URBANA, Ill., Nov. 14, 2019 /PRNewswire/ -- This is an excerpt from the NCTE position statement Definition of Literacy in a Digital Age. This statement was revised and approved in October 2019, and replaced two former NCTE position statements, The NCTE Definition of 21st Century Literacies, and The Framework for 21st Century Curriculum and Assessment. Read all NCTE position statements here.
NCTE's Definition of Literacy in a Digital Age makes it clear that the continued evolution of curriculum, assessment, and teaching practice itself is necessary.
Literacy has always been a collection of communicative and sociocultural practices shared among communities. As society and technology change, so does literacy. The world demands that a literate person possess and intentionally apply a wide range of skills, competencies, and dispositions. These literacies are interconnected, dynamic, and malleable. As in the past, they are inextricably linked with histories, narratives, life possibilities, and social trajectories of all individuals and groups. We believe that active, successful participants in a global society must be able to do the following:
- Participate effectively and critically in a networked world
- Explore and engage critically, thoughtfully, and across a wide variety of inclusive texts and tools/modalities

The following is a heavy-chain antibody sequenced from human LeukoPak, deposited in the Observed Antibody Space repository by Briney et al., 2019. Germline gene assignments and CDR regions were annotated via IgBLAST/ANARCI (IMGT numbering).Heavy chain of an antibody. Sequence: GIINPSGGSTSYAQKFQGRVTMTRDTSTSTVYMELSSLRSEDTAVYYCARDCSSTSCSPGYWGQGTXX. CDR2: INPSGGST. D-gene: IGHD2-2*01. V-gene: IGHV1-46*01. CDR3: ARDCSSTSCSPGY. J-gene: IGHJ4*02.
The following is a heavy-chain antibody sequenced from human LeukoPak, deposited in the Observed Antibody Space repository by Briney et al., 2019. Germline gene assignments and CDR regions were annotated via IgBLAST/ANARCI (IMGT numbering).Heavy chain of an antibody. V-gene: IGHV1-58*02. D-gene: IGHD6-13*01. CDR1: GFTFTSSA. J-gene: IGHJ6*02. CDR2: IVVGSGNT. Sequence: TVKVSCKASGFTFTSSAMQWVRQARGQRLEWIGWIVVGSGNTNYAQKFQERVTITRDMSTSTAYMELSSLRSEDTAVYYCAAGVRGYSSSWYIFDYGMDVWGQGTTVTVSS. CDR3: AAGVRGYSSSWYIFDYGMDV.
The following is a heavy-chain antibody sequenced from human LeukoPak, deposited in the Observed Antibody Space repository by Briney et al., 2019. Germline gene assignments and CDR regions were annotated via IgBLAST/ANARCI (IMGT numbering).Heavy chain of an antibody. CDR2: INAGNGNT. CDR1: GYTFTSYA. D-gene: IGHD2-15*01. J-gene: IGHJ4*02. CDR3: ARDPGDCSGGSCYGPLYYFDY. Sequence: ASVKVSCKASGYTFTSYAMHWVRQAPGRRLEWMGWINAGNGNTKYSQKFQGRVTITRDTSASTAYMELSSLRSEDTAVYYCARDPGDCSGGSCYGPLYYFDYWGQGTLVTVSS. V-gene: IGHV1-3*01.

- Consume, curate, and create actively across contexts
- Advocate for equitable access to and accessibility of texts, tools, and information
- Build and sustain intentional global and cross-cultural connections and relationships with others so to pose and solve problems collaboratively and strengthen independent thought
- Promote culturally sustaining communication and recognize the bias and privilege present in the interactions
- Examine the rights, responsibilities, and ethical implications of the use and creation of information
- Determine how and to what extent texts and tools amplify one's own and others' narratives as well as counter unproductive narratives
- Recognize and honor the multilingual literacy identities and culture experiences individuals bring to learning environments, and provide opportunities to promote, amplify, and encourage these differing variations of language (e.g., dialect, jargon, register)
Applied to learners of English language arts, today's literacy demands have implications for how teachers plan, model, support, and assess student learning. We believe that learning is a lifelong process which invites students and teachers alike to benefit from reflecting on questions associated with the continued literacy demands. Understandings of the definition of literacies used in this statement have implications for learner agency, access, action, and opportunities.
We would like to recognize the Revision Committee for this position statement, which includes: Shelbie Witte (Chair, Oklahoma State University, OK), Bill Bass (Parkway School District, MO), W. Ian O'Byrne (College of Charleston, SC), Detra Price-Dennis (Teachers College, Columbia University, NY), and Franki Sibberson (Dublin City Schools, OH).
It is with gratitude we also want to thank the following individuals for their feedback during the various stages of this revision: Sarah Bonner, Jennifer Dail, Patricia Dunn, Chad Everett, Danielle Filipiak, Frances Glick, Crag Hill, Ken Lindblom, Ernest Morrell, Amy Piotrowski, Kristin Ziemke.
Read NCTE's Definition of Literacy in a Digital Age in full here.
SOURCE National Council of Teachers of English